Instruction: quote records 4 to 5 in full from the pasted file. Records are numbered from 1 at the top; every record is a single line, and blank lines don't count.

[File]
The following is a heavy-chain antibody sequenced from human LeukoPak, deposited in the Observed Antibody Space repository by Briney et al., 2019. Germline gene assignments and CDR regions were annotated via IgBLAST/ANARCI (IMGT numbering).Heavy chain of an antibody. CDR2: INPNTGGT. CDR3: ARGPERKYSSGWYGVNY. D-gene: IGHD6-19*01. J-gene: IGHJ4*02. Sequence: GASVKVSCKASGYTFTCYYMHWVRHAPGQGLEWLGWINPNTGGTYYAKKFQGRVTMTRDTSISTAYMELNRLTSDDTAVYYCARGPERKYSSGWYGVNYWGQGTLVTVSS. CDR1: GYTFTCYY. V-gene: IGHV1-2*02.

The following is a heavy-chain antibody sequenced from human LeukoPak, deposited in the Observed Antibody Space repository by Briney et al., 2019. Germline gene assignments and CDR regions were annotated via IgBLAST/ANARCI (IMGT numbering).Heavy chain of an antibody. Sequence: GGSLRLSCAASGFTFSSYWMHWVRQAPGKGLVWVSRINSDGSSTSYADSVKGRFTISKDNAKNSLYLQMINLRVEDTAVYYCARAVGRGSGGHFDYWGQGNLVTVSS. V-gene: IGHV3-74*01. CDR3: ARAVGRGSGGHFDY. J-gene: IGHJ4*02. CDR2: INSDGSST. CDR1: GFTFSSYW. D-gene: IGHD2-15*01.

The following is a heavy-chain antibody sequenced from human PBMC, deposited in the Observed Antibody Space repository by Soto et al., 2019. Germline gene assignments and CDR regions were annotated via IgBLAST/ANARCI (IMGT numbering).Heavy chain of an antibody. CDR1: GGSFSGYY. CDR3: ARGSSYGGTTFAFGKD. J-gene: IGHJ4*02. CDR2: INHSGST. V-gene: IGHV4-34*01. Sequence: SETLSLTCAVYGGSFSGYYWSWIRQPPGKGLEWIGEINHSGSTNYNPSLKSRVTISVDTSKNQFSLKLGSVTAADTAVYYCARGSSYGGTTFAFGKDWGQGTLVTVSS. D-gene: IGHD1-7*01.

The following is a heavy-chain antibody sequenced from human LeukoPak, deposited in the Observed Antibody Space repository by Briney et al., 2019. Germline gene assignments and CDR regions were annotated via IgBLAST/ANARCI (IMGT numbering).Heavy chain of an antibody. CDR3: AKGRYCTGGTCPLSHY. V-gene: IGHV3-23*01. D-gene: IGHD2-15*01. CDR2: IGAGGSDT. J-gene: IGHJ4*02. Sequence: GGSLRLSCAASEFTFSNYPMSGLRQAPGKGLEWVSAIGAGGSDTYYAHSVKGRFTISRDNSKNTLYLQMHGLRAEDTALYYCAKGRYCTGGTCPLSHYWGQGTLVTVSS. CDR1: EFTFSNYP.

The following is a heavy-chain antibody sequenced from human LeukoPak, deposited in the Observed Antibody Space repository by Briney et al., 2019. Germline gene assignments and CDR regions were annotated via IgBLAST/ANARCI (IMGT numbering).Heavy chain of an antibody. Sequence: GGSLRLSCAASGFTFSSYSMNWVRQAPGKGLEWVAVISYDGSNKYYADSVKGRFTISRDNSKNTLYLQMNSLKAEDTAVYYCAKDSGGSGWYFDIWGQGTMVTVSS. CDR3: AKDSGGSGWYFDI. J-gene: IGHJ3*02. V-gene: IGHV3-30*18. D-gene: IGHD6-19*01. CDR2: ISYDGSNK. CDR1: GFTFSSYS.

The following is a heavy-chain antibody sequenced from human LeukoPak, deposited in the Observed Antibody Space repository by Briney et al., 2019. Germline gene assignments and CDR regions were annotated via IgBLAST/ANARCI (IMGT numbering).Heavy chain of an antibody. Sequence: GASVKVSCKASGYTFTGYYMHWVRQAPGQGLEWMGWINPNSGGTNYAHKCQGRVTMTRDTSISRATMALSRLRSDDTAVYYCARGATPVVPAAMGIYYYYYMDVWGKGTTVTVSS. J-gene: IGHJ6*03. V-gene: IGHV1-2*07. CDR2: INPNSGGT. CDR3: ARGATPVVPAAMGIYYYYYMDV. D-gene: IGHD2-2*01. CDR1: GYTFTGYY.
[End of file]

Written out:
The following is a heavy-chain antibody sequenced from human LeukoPak, deposited in the Observed Antibody Space repository by Briney et al., 2019. Germline gene assignments and CDR regions were annotated via IgBLAST/ANARCI (IMGT numbering).Heavy chain of an antibody. CDR3: AKGRYCTGGTCPLSHY. V-gene: IGHV3-23*01. D-gene: IGHD2-15*01. CDR2: IGAGGSDT. J-gene: IGHJ4*02. Sequence: GGSLRLSCAASEFTFSNYPMSGLRQAPGKGLEWVSAIGAGGSDTYYAHSVKGRFTISRDNSKNTLYLQMHGLRAEDTALYYCAKGRYCTGGTCPLSHYWGQGTLVTVSS. CDR1: EFTFSNYP.

The following is a heavy-chain antibody sequenced from human LeukoPak, deposited in the Observed Antibody Space repository by Briney et al., 2019. Germline gene assignments and CDR regions were annotated via IgBLAST/ANARCI (IMGT numbering).Heavy chain of an antibody. Sequence: GGSLRLSCAASGFTFSSYSMNWVRQAPGKGLEWVAVISYDGSNKYYADSVKGRFTISRDNSKNTLYLQMNSLKAEDTAVYYCAKDSGGSGWYFDIWGQGTMVTVSS. CDR3: AKDSGGSGWYFDI. J-gene: IGHJ3*02. V-gene: IGHV3-30*18. D-gene: IGHD6-19*01. CDR2: ISYDGSNK. CDR1: GFTFSSYS.